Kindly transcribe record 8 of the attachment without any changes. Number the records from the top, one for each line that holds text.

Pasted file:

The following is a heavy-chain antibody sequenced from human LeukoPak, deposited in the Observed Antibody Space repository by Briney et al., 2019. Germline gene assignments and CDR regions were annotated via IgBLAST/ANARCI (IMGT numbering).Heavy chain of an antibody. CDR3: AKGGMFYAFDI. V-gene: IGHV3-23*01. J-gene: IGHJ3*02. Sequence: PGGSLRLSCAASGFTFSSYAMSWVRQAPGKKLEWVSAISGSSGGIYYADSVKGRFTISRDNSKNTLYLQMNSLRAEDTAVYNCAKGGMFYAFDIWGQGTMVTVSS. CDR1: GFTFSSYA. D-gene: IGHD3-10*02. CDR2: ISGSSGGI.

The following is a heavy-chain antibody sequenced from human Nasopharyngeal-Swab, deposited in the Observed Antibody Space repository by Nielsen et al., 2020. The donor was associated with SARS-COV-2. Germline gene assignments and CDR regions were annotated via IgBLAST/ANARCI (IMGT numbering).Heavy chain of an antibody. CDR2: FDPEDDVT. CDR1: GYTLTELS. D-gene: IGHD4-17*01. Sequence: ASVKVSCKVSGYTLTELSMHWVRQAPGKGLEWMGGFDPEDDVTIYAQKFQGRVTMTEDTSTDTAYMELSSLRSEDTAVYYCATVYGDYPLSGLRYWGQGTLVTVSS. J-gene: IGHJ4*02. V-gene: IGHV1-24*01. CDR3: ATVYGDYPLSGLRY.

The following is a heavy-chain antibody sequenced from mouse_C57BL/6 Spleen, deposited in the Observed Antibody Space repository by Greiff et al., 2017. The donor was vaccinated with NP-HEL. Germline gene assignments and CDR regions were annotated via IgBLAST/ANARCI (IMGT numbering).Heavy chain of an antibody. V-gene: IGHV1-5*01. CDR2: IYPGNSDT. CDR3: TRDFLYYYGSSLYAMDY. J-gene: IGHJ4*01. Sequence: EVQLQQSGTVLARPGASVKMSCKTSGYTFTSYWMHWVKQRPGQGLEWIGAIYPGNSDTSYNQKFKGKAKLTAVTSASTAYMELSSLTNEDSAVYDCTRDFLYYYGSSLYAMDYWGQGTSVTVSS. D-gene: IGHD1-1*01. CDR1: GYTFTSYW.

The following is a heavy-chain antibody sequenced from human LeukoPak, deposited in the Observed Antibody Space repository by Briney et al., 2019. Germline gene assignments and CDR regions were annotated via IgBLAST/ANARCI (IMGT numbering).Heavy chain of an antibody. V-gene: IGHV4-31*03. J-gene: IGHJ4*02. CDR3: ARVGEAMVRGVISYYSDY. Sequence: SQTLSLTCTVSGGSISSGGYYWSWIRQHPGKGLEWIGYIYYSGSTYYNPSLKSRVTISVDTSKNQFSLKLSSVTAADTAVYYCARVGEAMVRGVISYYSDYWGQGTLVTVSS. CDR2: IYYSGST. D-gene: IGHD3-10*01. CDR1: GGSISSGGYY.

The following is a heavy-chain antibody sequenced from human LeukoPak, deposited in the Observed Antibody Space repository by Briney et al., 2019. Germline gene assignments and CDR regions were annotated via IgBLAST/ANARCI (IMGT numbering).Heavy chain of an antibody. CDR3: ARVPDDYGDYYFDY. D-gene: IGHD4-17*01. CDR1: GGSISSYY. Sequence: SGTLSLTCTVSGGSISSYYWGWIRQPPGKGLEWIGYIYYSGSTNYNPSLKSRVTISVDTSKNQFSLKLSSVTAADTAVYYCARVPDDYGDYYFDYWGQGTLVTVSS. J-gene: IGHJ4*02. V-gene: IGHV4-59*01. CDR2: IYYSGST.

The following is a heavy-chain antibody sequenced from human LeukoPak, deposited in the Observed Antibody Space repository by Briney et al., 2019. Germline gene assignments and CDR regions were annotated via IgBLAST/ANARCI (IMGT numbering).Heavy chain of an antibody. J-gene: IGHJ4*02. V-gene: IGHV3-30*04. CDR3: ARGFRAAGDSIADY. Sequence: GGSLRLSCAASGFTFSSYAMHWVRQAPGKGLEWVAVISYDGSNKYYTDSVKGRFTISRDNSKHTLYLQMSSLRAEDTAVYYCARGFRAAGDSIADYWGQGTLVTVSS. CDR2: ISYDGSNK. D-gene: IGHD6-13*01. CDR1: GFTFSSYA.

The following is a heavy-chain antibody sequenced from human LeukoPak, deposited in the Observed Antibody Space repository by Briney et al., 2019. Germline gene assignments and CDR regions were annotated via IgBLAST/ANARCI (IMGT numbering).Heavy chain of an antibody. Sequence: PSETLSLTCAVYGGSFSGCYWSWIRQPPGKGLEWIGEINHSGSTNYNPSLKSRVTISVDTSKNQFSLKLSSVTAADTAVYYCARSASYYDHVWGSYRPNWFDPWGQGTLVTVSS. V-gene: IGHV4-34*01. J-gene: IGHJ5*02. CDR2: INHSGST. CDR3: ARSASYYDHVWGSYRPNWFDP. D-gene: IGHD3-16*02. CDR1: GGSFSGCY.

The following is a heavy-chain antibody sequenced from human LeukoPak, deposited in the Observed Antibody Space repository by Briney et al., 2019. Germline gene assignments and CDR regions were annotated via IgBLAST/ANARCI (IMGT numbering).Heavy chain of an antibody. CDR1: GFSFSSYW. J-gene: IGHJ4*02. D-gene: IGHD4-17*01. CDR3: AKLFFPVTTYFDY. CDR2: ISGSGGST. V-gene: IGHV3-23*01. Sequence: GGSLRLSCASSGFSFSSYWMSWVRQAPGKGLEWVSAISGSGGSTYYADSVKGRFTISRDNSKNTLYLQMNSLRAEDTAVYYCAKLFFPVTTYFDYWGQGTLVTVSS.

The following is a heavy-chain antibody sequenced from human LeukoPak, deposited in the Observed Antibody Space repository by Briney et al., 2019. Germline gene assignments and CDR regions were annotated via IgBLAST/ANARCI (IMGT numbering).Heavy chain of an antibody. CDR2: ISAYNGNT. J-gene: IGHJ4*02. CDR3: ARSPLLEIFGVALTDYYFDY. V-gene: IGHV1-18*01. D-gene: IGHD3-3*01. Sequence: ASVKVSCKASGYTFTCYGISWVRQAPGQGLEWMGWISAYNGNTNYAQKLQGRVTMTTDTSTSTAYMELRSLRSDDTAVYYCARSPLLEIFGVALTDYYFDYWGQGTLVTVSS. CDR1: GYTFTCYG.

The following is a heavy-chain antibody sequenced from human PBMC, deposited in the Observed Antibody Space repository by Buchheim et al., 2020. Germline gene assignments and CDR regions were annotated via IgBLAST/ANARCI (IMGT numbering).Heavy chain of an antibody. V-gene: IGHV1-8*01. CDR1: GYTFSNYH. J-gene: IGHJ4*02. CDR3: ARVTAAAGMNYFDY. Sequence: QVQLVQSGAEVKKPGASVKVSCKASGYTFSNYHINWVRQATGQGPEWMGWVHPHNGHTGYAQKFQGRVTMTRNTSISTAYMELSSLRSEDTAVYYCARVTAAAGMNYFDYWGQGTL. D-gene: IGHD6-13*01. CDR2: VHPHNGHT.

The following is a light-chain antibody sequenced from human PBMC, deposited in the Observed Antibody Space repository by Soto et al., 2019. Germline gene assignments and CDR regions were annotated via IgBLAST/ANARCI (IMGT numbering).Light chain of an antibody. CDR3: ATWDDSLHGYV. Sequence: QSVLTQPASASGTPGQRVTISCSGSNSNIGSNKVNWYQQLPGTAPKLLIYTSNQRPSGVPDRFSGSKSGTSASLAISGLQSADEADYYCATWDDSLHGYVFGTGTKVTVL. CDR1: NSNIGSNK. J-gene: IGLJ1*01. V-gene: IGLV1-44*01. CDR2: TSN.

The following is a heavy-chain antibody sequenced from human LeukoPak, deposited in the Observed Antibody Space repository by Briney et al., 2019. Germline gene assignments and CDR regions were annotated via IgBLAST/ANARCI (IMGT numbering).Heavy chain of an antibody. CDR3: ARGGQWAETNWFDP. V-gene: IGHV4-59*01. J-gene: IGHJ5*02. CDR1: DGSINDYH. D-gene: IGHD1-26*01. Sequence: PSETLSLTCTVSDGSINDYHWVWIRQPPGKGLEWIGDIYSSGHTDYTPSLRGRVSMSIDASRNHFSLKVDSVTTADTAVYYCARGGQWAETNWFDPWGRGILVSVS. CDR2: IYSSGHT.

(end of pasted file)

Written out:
The following is a heavy-chain antibody sequenced from human LeukoPak, deposited in the Observed Antibody Space repository by Briney et al., 2019. Germline gene assignments and CDR regions were annotated via IgBLAST/ANARCI (IMGT numbering).Heavy chain of an antibody. CDR1: GFSFSSYW. J-gene: IGHJ4*02. D-gene: IGHD4-17*01. CDR3: AKLFFPVTTYFDY. CDR2: ISGSGGST. V-gene: IGHV3-23*01. Sequence: GGSLRLSCASSGFSFSSYWMSWVRQAPGKGLEWVSAISGSGGSTYYADSVKGRFTISRDNSKNTLYLQMNSLRAEDTAVYYCAKLFFPVTTYFDYWGQGTLVTVSS.